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Mapping a Better Future

How Spatial Analysis Can Benefit Wetlands and Reduce Poverty in Uganda

Drawing on Uganda’s rich baseline of wetland data and poverty mapping, this report provides a detailed examination of the links between ecosystem services and the location of poor communities and presents practical lessons for policy-makers across government.

Key Findings

Executive Summary

Uganda has abundant natural wealth. Its varied wetlands, including grass swamps, mountain bogs, seasonal floodplains, and swamp forests, provide services and products worth hundreds of millions of dollars per year, making them a vital contributor to the national economy. Ugandans use wetlands—often called the country’s “granaries for water”—to sustain their lives and livelihoods. They rely on them for water, construction material, and fuel, and use them for farming, fishing, and to graze livestock. Wetlands supply direct or subsistence employment for 2.7 million people, almost 10 percent of the population. In many parts of the country, wetland products and services are the sole source for livelihoods and the main safety net for the poorest households. Sustainable management of Uganda’s wetlands is thus not only sound economic policy, it is also a potent strategy for poverty reduction.

Recognizing this, Uganda’s Government was the first to create a national wetlands policy in Africa. Over the past decade, Uganda has also instituted the National Wetlands Information System, a rich database on the use and health of Uganda’s wetlands which in its coverage and detail is unique in Africa.

This publication builds on those initiatives by combining information from the wetlands database with pioneering poverty location maps developed by the Uganda Bureau of Statistics. The new maps and accompanying analyses will help policy-makers classify wetlands by their main uses, conditions, and poverty profile and identify areas with the greatest need of pro-poor wetland management interventions. The information generated can also be fed into national poverty reduction strategies and resource management plans.

This is an innovative, pragmatic approach to integrating efforts to reduce poverty while sustaining ecosystems which has implications for improving policy-making in Uganda and beyond.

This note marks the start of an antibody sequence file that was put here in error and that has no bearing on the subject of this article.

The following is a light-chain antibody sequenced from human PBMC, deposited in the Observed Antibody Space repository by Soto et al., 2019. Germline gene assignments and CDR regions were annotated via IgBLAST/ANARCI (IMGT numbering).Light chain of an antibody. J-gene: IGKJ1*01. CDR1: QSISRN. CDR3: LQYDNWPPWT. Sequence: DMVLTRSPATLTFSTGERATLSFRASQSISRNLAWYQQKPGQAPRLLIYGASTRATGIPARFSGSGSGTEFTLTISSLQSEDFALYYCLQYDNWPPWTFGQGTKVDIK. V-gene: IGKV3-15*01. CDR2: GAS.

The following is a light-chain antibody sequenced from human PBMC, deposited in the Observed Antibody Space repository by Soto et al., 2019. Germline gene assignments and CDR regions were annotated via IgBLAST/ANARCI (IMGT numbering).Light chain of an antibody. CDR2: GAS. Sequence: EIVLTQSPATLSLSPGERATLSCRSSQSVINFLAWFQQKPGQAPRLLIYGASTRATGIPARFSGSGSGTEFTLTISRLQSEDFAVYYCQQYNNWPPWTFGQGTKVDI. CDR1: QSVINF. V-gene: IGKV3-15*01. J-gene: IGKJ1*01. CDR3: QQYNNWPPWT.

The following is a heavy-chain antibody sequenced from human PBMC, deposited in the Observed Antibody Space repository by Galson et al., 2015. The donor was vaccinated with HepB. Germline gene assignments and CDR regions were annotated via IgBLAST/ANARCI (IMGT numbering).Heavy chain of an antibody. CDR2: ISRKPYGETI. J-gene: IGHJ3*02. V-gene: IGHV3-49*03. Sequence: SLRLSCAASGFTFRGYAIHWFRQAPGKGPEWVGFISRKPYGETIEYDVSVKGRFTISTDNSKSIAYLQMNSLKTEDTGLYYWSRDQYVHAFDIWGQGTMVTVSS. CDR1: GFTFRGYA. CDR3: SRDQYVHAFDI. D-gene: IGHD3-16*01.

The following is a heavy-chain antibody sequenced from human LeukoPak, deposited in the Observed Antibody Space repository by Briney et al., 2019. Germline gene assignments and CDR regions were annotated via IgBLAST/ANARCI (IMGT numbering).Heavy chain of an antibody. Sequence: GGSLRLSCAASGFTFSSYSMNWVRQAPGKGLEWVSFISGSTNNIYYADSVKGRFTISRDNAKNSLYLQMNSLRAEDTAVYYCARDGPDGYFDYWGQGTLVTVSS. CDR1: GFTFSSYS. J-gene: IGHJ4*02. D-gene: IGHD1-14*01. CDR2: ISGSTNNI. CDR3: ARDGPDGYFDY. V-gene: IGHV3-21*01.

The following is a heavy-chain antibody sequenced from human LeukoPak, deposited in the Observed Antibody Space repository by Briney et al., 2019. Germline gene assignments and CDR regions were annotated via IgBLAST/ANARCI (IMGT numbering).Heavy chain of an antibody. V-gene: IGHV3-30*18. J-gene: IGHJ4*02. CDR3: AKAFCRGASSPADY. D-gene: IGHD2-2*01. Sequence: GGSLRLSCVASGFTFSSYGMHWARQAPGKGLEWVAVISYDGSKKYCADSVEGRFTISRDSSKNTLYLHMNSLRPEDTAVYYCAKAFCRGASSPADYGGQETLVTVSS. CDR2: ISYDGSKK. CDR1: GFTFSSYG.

The publication is aimed at high level decision-makers and has two key purposes:

  • To show decision-makers responsible for Uganda’s wetlands where sustainable wetland management can have the greatest impacts on reducing poverty, and how community profiles derived from poverty maps can facilitate wetland interventions which better serve the poor. Maps of poverty and wetland indicators can serve as a bridge between different government sectors as they consider opportunities for achieving multiple socioeconomic and environmental objectives.
  • To show decision-makers involved in poverty reduction how maps derived from Uganda’s National Wetlands Information System can help to identify wetlands with degradation risks or economic potential, and show how these areas coincide with different poverty levels. Such knowledge can improve efforts to integrate wetland issues into poverty reduction strategies.

Mapping a Better Future: How Spatial Analysis Can Benefit Wetlands and Reduce Poverty in Uganda uses an innovative approach to integrate spatial data on poverty and wetlands use. Drawing on Uganda’s rich baseline of wetland data and poverty mapping, the report provides a detailed examination of the links between ecosystem services and the location of poor communities and presents practical lessons for policy-makers across government.

Table of Contents

  • Background: A Brief History of Wetlands Management in Uganda gives an overview of the Ugandan government’s efforts to date on wetlands management and its relation to poverty.
  • Managing Wetlands and Reducing Poverty: Issues and Challenges highlights the many benefits wetlands provide to Uganda’s people, and introduces the latest poverty maps. It then summarizes how wetlands and poverty issues are addressed in Uganda’s Poverty Eradication Action Plan and Wetlands Sector Strategic Plan.
  • Wetland Characteristics and Uses presents maps of permanent and seasonal wetlands and of wetland area per capita. It also examines main wetland uses as inventoried in the National Wetlands Information System.
  • Spatial Analysis of Wetland and Poverty Indicators demonstrates how combining spatial analyses of such indicators can improve the information and analytical basis for decision- making. These comparisons incorporate the diversity of wetland products and the impacts of wetland use.
  • Adding Value: Combining Wetland and Poverty Maps with Economic Analysis illustrates how the depth and benefi ts of these analyses can be further advanced by augmenting wetland and poverty maps with fi ndings from economic valuation studies. A case study of papyrus harvesting’s potential to reduce poverty is included.
  • Moving Forward: Lessons Learned and Recommendations looks ahead, describes lessons learned, and makes recommendations for stakeholders involved in poverty reduction and the sustainable use of wetlands in Uganda and around the world.

Video

Courtesy of NTV Uganda

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